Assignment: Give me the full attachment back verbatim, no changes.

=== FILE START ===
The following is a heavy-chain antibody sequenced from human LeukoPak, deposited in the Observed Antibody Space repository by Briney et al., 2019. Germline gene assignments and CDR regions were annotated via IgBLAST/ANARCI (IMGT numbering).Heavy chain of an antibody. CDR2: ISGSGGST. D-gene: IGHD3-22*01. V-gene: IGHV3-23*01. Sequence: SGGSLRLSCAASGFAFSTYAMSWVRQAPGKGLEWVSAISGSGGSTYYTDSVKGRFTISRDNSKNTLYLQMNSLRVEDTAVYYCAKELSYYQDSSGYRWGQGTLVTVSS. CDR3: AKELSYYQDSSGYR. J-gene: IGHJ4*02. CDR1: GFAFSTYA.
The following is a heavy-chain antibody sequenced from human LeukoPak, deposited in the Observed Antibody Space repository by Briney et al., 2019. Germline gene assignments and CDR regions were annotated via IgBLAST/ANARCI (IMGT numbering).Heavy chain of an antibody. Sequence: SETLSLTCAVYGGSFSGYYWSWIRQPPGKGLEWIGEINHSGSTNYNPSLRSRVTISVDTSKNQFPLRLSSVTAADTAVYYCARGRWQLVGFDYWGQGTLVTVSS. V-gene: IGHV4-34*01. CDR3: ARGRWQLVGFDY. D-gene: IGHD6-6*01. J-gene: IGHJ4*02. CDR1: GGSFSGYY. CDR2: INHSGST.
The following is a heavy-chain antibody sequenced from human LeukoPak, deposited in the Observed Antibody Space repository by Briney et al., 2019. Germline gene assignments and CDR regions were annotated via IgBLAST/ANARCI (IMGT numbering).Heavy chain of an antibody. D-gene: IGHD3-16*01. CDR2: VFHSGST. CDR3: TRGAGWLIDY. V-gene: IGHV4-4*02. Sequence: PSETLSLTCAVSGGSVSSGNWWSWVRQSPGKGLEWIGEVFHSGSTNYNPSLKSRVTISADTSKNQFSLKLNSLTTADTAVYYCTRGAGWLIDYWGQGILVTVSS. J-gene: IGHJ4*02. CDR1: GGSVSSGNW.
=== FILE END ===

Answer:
The following is a heavy-chain antibody sequenced from human LeukoPak, deposited in the Observed Antibody Space repository by Briney et al., 2019. Germline gene assignments and CDR regions were annotated via IgBLAST/ANARCI (IMGT numbering).Heavy chain of an antibody. CDR2: ISGSGGST. D-gene: IGHD3-22*01. V-gene: IGHV3-23*01. Sequence: SGGSLRLSCAASGFAFSTYAMSWVRQAPGKGLEWVSAISGSGGSTYYTDSVKGRFTISRDNSKNTLYLQMNSLRVEDTAVYYCAKELSYYQDSSGYRWGQGTLVTVSS. CDR3: AKELSYYQDSSGYR. J-gene: IGHJ4*02. CDR1: GFAFSTYA.
The following is a heavy-chain antibody sequenced from human LeukoPak, deposited in the Observed Antibody Space repository by Briney et al., 2019. Germline gene assignments and CDR regions were annotated via IgBLAST/ANARCI (IMGT numbering).Heavy chain of an antibody. Sequence: SETLSLTCAVYGGSFSGYYWSWIRQPPGKGLEWIGEINHSGSTNYNPSLRSRVTISVDTSKNQFPLRLSSVTAADTAVYYCARGRWQLVGFDYWGQGTLVTVSS. V-gene: IGHV4-34*01. CDR3: ARGRWQLVGFDY. D-gene: IGHD6-6*01. J-gene: IGHJ4*02. CDR1: GGSFSGYY. CDR2: INHSGST.
The following is a heavy-chain antibody sequenced from human LeukoPak, deposited in the Observed Antibody Space repository by Briney et al., 2019. Germline gene assignments and CDR regions were annotated via IgBLAST/ANARCI (IMGT numbering).Heavy chain of an antibody. D-gene: IGHD3-16*01. CDR2: VFHSGST. CDR3: TRGAGWLIDY. V-gene: IGHV4-4*02. Sequence: PSETLSLTCAVSGGSVSSGNWWSWVRQSPGKGLEWIGEVFHSGSTNYNPSLKSRVTISADTSKNQFSLKLNSLTTADTAVYYCTRGAGWLIDYWGQGILVTVSS. J-gene: IGHJ4*02. CDR1: GGSVSSGNW.